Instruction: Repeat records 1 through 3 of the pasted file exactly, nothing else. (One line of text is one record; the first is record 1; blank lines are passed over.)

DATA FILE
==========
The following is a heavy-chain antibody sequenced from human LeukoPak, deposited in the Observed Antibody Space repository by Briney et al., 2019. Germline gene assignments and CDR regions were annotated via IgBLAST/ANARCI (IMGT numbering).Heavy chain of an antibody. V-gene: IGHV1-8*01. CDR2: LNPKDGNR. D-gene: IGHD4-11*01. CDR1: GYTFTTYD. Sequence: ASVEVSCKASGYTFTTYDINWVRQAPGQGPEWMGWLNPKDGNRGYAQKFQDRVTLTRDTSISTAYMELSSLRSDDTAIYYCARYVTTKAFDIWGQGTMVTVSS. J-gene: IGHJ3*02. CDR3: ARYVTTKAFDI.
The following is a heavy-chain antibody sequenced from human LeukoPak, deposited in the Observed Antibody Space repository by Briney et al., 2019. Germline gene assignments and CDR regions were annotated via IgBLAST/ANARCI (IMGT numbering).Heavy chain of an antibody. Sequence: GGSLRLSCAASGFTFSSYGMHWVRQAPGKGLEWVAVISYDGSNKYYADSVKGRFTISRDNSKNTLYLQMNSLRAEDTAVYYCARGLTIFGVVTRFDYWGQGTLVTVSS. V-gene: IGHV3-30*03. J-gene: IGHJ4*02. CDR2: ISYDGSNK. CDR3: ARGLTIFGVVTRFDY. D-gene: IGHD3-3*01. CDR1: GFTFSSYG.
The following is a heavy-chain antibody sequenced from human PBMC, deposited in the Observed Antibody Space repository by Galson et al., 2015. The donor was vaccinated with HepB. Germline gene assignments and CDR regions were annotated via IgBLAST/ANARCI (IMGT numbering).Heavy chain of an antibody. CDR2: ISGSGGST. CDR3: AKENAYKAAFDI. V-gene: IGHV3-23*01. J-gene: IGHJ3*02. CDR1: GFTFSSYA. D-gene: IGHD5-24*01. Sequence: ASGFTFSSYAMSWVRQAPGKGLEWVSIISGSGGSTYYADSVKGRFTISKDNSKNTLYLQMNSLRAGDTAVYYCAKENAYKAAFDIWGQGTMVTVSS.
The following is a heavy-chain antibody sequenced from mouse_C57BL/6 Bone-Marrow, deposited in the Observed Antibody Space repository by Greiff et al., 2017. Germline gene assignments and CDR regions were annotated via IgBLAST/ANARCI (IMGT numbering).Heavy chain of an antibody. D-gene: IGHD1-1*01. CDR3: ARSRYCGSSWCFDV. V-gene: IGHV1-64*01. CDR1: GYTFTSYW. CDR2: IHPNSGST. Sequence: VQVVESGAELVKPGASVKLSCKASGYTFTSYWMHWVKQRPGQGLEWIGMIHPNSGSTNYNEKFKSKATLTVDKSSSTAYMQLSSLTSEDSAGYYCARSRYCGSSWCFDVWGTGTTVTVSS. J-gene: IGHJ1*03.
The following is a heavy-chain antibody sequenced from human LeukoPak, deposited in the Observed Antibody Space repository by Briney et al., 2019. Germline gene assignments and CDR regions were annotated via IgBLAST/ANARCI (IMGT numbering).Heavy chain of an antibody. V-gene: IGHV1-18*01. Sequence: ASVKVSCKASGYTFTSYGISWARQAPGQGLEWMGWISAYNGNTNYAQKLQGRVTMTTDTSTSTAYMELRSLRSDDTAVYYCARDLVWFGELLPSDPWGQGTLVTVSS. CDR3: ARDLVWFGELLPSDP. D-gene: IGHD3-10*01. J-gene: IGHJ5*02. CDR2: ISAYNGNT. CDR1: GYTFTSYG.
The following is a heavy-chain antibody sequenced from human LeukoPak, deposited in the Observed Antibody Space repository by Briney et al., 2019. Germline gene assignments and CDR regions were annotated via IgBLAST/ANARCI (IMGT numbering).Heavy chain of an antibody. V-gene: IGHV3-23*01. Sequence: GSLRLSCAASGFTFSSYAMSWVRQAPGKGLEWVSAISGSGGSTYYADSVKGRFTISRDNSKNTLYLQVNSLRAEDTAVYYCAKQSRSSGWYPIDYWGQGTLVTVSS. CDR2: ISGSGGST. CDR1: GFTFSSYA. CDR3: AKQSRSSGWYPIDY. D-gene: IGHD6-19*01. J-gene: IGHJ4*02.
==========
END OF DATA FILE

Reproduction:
The following is a heavy-chain antibody sequenced from human LeukoPak, deposited in the Observed Antibody Space repository by Briney et al., 2019. Germline gene assignments and CDR regions were annotated via IgBLAST/ANARCI (IMGT numbering).Heavy chain of an antibody. V-gene: IGHV1-8*01. CDR2: LNPKDGNR. D-gene: IGHD4-11*01. CDR1: GYTFTTYD. Sequence: ASVEVSCKASGYTFTTYDINWVRQAPGQGPEWMGWLNPKDGNRGYAQKFQDRVTLTRDTSISTAYMELSSLRSDDTAIYYCARYVTTKAFDIWGQGTMVTVSS. J-gene: IGHJ3*02. CDR3: ARYVTTKAFDI.
The following is a heavy-chain antibody sequenced from human LeukoPak, deposited in the Observed Antibody Space repository by Briney et al., 2019. Germline gene assignments and CDR regions were annotated via IgBLAST/ANARCI (IMGT numbering).Heavy chain of an antibody. Sequence: GGSLRLSCAASGFTFSSYGMHWVRQAPGKGLEWVAVISYDGSNKYYADSVKGRFTISRDNSKNTLYLQMNSLRAEDTAVYYCARGLTIFGVVTRFDYWGQGTLVTVSS. V-gene: IGHV3-30*03. J-gene: IGHJ4*02. CDR2: ISYDGSNK. CDR3: ARGLTIFGVVTRFDY. D-gene: IGHD3-3*01. CDR1: GFTFSSYG.
The following is a heavy-chain antibody sequenced from human PBMC, deposited in the Observed Antibody Space repository by Galson et al., 2015. The donor was vaccinated with HepB. Germline gene assignments and CDR regions were annotated via IgBLAST/ANARCI (IMGT numbering).Heavy chain of an antibody. CDR2: ISGSGGST. CDR3: AKENAYKAAFDI. V-gene: IGHV3-23*01. J-gene: IGHJ3*02. CDR1: GFTFSSYA. D-gene: IGHD5-24*01. Sequence: ASGFTFSSYAMSWVRQAPGKGLEWVSIISGSGGSTYYADSVKGRFTISKDNSKNTLYLQMNSLRAGDTAVYYCAKENAYKAAFDIWGQGTMVTVSS.